Peace In The Waiting
We’ve been at the hospital all morning, sitting in a waiting room. Some designer attempted to make the room cheery—speckles of primary colors decorate the floor tiles, and the chairs are upholstered in upbeat violet. It’s a bit like sitting in a bowl of Skittles. But the smell is somewhere between printer toner, hand sanitizer, and anxiety. Personally, I’d have opted for hammocks and chocolate.
I wonder why the designer had kids in mind, since it’s mostly parents who sit in here and wait, wait, wait. We wait for news, for answers, for someone to help us figure out what our kids need to lead healthy lives. And it’s hard not to worry.
I’m not here for an emergency, thank the Lord. We were at the ER last week with the same child in the midst of a hundred babies and children who had varying stages of the flu and broken bones. And just like today, we spent the greater part of the day waiting.
It seems like much of my life in the last few months has been spent in different cheerily decorated waiting rooms to find some sort of answers as to why my once-vibrant teenager has turned into a pain-stricken little old lady. But still we have no answers.
But maybe that’s not a bad thing.
When everything is rolling along well, we tend to plan out our carefully crafted versions of how our lives should go. And rarely in those projected futures, do we imagine waiting with so many questions.
Today, my future is full of what if’s and question marks, but I’ve realized something important: there is often peace and blessings offered in the waiting that we might miss otherwise.
For example, have you ever felt like you always pick the longest line at the grocery store? I can look at every line and calculate the number of items in the carts and feel positive that I picked the best line, and STILL, I seem to pick the lane where the computer breaks down or someone needs a price check. If picking the longest line was an Olympic sport, I’d be a gold medalist.
Case in point: the other day, my mom and I went through the Chick fil A drive through. This particular restaurant is so popular in our Ft. Worth suburb that they have two separate lanes for cars. Mom and I pulled up and when we got to the point where we had to choose between the two lines, our discussion covered how fast the lanes were moving, how many cars were parked on each side, and how many people occupied each car. Finally making our choice, we pulled forward…and waited while no less than five cars zoomed through the lane next to us. Apparently, the person in front of us was ordering for twenty people.
Mom and I did some grumbling about the time we had to wait and then a thought struck me. I asked her if she remembered the last time she picked the fast line.
She spent some time thinking then shook her head. I couldn’t either. That’s when I realized how much waiting, disappointment, and failure can teach us. We don’t take time to think about much when we are sailing through the fast lane. We might take a moment to smile or possibly gloat (just keeping it real here), but usually we are simply focused on what needs to happen next. When we are seemingly moving forward, the waiting is inconsequential to us; therefore, we don’t focus enough on the moment for it to imprint on our brains. In other words, we don’t learn as much.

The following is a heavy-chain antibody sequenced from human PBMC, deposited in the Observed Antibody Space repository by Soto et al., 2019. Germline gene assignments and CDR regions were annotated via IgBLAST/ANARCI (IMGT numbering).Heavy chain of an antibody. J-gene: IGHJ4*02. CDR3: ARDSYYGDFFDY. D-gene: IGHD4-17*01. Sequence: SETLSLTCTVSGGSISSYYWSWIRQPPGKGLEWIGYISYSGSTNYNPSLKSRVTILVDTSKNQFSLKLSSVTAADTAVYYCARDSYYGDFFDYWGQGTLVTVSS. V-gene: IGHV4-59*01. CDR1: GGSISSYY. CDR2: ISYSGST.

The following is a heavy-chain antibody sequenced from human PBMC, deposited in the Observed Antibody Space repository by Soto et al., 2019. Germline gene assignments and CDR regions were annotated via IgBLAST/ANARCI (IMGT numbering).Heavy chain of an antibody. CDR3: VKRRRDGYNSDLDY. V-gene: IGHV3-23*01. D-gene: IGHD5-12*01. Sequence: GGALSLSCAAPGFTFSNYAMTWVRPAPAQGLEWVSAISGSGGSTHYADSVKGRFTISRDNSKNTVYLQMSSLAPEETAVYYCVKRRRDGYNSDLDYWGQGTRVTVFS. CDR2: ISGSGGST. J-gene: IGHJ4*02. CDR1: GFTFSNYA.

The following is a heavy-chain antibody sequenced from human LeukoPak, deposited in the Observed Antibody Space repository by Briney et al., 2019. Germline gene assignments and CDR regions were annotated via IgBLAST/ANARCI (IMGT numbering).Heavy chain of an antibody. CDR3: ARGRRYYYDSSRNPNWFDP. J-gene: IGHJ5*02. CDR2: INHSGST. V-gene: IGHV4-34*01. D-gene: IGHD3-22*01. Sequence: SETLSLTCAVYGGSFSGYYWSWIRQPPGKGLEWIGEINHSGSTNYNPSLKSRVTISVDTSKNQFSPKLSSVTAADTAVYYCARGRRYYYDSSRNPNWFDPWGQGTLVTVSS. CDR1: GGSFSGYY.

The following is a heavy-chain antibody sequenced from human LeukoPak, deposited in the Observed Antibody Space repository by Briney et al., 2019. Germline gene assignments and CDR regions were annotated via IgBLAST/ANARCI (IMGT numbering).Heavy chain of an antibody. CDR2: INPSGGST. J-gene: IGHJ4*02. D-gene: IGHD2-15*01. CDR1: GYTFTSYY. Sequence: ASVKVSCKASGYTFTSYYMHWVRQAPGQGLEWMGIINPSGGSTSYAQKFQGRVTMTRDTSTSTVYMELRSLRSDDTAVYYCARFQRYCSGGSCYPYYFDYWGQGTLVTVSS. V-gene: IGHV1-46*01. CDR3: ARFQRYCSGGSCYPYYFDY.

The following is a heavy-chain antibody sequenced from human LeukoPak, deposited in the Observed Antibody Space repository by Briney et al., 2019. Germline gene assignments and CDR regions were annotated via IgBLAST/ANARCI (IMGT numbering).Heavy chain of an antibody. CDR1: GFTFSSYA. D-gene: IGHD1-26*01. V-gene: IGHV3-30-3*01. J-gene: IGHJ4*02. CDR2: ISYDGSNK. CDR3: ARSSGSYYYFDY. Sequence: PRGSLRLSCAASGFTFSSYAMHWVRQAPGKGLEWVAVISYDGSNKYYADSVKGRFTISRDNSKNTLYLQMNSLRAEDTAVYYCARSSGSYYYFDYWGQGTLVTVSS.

As I sit here in this season of waiting for medical answers, I have a few choices. I can despair and compare, or I can seek the Lord’s perspective. I can allow the stillness of this moment to imprint on my heart. I can seek the Lord and allow his word to wash over me and heal this anxiety. This is the blessing in the waiting, in the hurting, in the question-marks of the future.
We worship a God who sees us, who loves us, who hears our cries. And often it isn’t until I am forced to slow down that I take the time to truly seek him.
Philippians provides a frequently quoted passage, but don’t let familiarity lull you into missing the depth of the message. Speak it verbally, if you can. Reading scripture is important, but speaking it and hearing it really helps to pour it into our hearts.
Do not be anxious for anything, but in everything, by prayer and petition, with thanksgiving, present your requests to God. And the peace of God, which transcends all understanding, will guard your hearts and your minds in Christ Jesus.
Paul was writing to a group of people who probably understood persecution. After all, Paul himself was writing to them from prison. The Roman Empire was ruled by Nero, a man who murdered his own mother. A couple years after the writing of Paul’s letter to the Philippians, Nero would blame Christians for the burning of Rome and go on to use them as torches to light his garden parties. This is a kind of persecution few of us can comprehend.
But even in the midst of all that, the Lord says to pray with thanksgiving. And when we pray, thanking God for all he has done for us, then the peace of God will guard our hearts and minds in Christ Jesus.
Even in the midst of a season of waiting and questions—or perhaps especially in those seasons—God meets us there and pours himself into our hearts.
Note to self: don’t spend so much time fussing about the waiting that I miss the blessings found in the most difficult seasons of life.
May we learn to wait with joy and to find God and his peace in the midst of even the most difficult of MOMents.